Grow Lights for Indoor Seed Starting
One of the most popular seed starting questions I get from people interesting in growing from seed is whether they need grow lights when starting seeds indoors. The answer to that question depends on several factors. How many seeds are you trying to start? How much money can you invest in buying grow lights? Do you have any south-facing windows? Is your season long enough for direct seed sowing in the garden? The way I see it, buying grow lights for indoor seed starting is a luxury, not a necessity.
Let me be clear. When I speak of “grow lights” I’m referring to the light bulbs, kits and setups sold specifically for seed starting. Yes, they’re neat and sometimes the connection to hydroponics gardening makes them alluring. If hydroponic gardeners use grow lights for their, um, lettuce crops they must be good, right? What can be better than virtual sun lights to give your seedlings a jump start on spring?
How much do grow lights cost?
Out of curiosity I searched Google to see what the price of grow lights were nowadays and the just about choked. The hoods for grow lights alone can cost you a close to $200. Plus, the cost of the special light bulbs which can cost nearly $100 for just one bulb. Add in the cost of electricity to run grow lights from 14-16 hours a day, and those tomatoes you’re growing to save money on food just got a lot more expensive.
Cheap alternatives to expensive grow lights
Nothing’s cheaper than the sun when you’re looking at alternatives to grow lights. I would kill for more south facing windows, but even with one small window I manage to do alright when starting seeds indoors. The majority of my seeds are started in soda bottle greenhouses outdoors, but occasionally I’ll start some in the one window. The rest I sow directly in the garden after the last frost has passed. Diversifying how I start seeds helps me never feel like I have too many seeds going and since things are naturally timed to grow at different stages I never feel overwhelmed when it comes time to transplant.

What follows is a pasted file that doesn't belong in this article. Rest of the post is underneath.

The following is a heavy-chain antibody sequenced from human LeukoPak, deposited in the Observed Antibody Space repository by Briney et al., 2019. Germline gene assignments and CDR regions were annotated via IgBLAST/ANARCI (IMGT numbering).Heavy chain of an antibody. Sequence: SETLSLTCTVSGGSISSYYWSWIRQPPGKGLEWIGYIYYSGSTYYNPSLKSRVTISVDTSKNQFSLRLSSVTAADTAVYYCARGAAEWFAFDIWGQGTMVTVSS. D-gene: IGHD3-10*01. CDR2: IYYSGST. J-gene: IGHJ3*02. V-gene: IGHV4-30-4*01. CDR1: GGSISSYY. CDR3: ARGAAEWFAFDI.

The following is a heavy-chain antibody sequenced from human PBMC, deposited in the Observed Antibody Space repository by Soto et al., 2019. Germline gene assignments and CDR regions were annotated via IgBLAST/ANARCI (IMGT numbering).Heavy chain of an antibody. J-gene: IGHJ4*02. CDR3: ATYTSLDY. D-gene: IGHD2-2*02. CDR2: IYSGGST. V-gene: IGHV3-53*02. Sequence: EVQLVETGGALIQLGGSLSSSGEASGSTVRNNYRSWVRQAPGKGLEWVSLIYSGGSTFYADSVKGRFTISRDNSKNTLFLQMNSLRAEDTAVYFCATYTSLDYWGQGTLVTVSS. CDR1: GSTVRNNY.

If you have to-because of a short growing season or because you don’t have window space-use lights to start seeds indoors opt for shoplights. For a fraction of what fancy grow lights will cost you can get a shop light and two T8 Fluorescent Light Bulbs (one cool and one warm)from the hardware store with which to start your seeds indoors. What some consider to be a downside of using shop lights is actually a benefit for seed starting. Their large size is perfect if you’re trying to start a lot of seeds. Using a small grow light setup like the one pictured above you’d never get enough seeds started in time for planting even with an relatively small space garden.
Do you swear by High pressure sodium bulbs, metal halide bulbs, or even LED grow lights? If you do you can try to convince me in the comments of this post. But I doubt that I’ll be swayed and switch to using grow lights to start seeds indoors. Look through my seed starting archive for more tips and posts on starting seeds. You can also search through the seed snatcher search engine to find even more articles and posts related to seed starting from all around the web.